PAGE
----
Group Andreas Gießl


Cilia in Sensory Systems


The focus of our research is to investigate the function of vertebrate photoreceptor cells and other cilia containing sensory systems. The main interests are the basic cellular mechanisms by which cytoskeletal elements and protein complexes work together to regulate the distribution of molecules in the morphologically and functionally distinct compartments of the sensory cells.


Vertebrate Photoreceptor Cells

In the vertebrate retina, the light sensitive outer segment of the photoreceptor is linked via a small intracellular bridge, the connecting cilium, with the inner segment. The inner segment contains the typical energy producing and protein synthesizing components of an eukaryotic cell. The abundant membrane turnover in the outer segment requires an efficient and massive transport of all disc components from the nuclear region and the inner segment to the place of signal transduction. All molecules have to traffic from the synthesizing organelles of the nuclear and inner segment region, through the connecting cilium to their destination in the outer segment. The connecting cilium is a modified and specialized, non-motile primary cilium, containing the whole transport network and the passage between the inner and outer segment with roads in both directions and a traffic control system for the different cargos.

Possible role of pericentrin (Pcnt) in the ciliary transport in photoreceptor cells

Pericentrin – also known in human as kendrin – is one of the best-studied mammalian centrosomal proteins. Several spliced transcripts are encoded from one orthologous gene in mice and human, and pericentrin is characterized by coiled-coil domains throughout most of its structure and a PCM (peri-centrosomal-matrix) targeting motif called the PACT domain near its carboxyl terminus. We found with immunocytochemistry and high-resolution light microscopical analyses that pericentrin and several interacting partners, known from the centrosome, localize to the basal body and the centriole of the connecting cilium. Here they co-localize with the entire protein transport machinery from the inner to the outer segment of photoreceptor cells. Studying pericentrin function may help us to understand the regulation of protein transport in photoreceptor cells and provide new insights into human disorders related to defects in ciliary function.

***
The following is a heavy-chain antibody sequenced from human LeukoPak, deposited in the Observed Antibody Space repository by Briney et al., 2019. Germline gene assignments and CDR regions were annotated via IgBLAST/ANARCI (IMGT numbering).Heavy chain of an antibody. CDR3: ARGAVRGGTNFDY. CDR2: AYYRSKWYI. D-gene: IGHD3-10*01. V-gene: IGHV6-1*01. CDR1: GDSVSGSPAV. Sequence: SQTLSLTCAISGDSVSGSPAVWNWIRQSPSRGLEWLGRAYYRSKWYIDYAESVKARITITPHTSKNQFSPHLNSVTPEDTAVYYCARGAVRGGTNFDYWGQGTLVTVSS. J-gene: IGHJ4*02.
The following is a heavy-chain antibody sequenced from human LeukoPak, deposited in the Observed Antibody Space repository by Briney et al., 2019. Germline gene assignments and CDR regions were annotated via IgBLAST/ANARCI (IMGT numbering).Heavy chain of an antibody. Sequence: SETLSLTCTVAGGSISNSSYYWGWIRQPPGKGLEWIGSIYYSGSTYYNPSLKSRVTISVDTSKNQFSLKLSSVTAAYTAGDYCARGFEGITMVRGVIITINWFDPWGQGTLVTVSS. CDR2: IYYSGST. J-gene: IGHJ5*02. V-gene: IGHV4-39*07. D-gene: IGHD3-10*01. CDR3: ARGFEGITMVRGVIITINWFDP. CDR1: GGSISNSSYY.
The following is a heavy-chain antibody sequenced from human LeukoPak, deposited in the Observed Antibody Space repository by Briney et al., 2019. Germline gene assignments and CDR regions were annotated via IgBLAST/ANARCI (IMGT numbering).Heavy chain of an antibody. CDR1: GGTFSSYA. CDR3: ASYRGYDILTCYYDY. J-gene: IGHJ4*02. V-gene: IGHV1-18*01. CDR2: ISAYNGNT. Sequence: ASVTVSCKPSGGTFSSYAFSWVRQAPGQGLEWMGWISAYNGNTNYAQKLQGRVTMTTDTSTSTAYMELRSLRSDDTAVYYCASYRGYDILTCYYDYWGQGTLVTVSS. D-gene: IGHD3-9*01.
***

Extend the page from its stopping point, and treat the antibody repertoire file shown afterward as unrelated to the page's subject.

Possible role of the kinase Nek1 in the ciliary development in sensory neurons

In collaboration with PD Dr. med. Christian Thiel (human genetics, Erlangen) we identified mutations in a gene called NEK1 (NIMA-related serine/threonine kinase) to cause the human short-rib polydactyly syndrome Majewski type. We could show that loss-of-function-mutations in the NEK1 gene severely reduce cilia number and alter ciliary morphology in a patient-derived fibroblast cell line. Many genes of syndromic ciliopathies are coding for components of the cilium or the basal body complex and play a role in protein selection and transport in or along the cilium. Mutations in genes encoding ciliary proteins are mostly result in a degeneration of the whole ciliary complex. We think that the investigation of the function of the kinase Nek1 would bring new consolidated insights to understand more about ciliopathic human genetic disorders.


In our experimental approach, we combine neuroanatomical, immunocytochemical, biochemical, molecular, cell biological and physiological methods to investigate the retinae of wildtype, mutant, and transgenic mice.

Video about our work in Erlangen